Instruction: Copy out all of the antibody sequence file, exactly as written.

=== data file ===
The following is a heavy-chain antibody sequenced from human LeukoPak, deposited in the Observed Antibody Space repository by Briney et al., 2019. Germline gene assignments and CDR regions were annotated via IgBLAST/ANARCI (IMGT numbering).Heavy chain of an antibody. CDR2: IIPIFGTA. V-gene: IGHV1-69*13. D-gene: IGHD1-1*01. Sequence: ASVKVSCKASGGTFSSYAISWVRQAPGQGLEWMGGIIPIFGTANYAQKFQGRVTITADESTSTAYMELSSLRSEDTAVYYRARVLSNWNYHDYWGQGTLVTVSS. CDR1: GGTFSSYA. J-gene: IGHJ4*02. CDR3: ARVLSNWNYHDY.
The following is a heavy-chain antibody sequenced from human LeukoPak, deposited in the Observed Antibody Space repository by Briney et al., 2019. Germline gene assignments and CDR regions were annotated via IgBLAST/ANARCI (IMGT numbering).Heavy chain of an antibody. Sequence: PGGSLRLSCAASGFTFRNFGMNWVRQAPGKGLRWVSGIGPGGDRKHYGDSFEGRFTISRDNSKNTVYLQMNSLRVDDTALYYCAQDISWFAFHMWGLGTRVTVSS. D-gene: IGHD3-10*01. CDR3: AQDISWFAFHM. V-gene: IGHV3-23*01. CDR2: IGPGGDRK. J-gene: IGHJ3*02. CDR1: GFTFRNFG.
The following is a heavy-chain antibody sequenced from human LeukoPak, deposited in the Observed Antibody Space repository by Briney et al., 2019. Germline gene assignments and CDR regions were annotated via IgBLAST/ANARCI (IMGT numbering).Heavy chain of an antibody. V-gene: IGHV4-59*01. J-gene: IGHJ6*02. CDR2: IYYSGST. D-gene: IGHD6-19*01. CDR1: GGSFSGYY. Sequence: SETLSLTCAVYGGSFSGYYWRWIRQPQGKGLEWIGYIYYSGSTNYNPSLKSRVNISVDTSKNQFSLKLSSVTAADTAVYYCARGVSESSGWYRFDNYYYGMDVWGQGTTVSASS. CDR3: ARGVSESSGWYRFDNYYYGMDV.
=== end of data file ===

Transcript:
The following is a heavy-chain antibody sequenced from human LeukoPak, deposited in the Observed Antibody Space repository by Briney et al., 2019. Germline gene assignments and CDR regions were annotated via IgBLAST/ANARCI (IMGT numbering).Heavy chain of an antibody. CDR2: IIPIFGTA. V-gene: IGHV1-69*13. D-gene: IGHD1-1*01. Sequence: ASVKVSCKASGGTFSSYAISWVRQAPGQGLEWMGGIIPIFGTANYAQKFQGRVTITADESTSTAYMELSSLRSEDTAVYYRARVLSNWNYHDYWGQGTLVTVSS. CDR1: GGTFSSYA. J-gene: IGHJ4*02. CDR3: ARVLSNWNYHDY.
The following is a heavy-chain antibody sequenced from human LeukoPak, deposited in the Observed Antibody Space repository by Briney et al., 2019. Germline gene assignments and CDR regions were annotated via IgBLAST/ANARCI (IMGT numbering).Heavy chain of an antibody. Sequence: PGGSLRLSCAASGFTFRNFGMNWVRQAPGKGLRWVSGIGPGGDRKHYGDSFEGRFTISRDNSKNTVYLQMNSLRVDDTALYYCAQDISWFAFHMWGLGTRVTVSS. D-gene: IGHD3-10*01. CDR3: AQDISWFAFHM. V-gene: IGHV3-23*01. CDR2: IGPGGDRK. J-gene: IGHJ3*02. CDR1: GFTFRNFG.
The following is a heavy-chain antibody sequenced from human LeukoPak, deposited in the Observed Antibody Space repository by Briney et al., 2019. Germline gene assignments and CDR regions were annotated via IgBLAST/ANARCI (IMGT numbering).Heavy chain of an antibody. V-gene: IGHV4-59*01. J-gene: IGHJ6*02. CDR2: IYYSGST. D-gene: IGHD6-19*01. CDR1: GGSFSGYY. Sequence: SETLSLTCAVYGGSFSGYYWRWIRQPQGKGLEWIGYIYYSGSTNYNPSLKSRVNISVDTSKNQFSLKLSSVTAADTAVYYCARGVSESSGWYRFDNYYYGMDVWGQGTTVSASS. CDR3: ARGVSESSGWYRFDNYYYGMDV.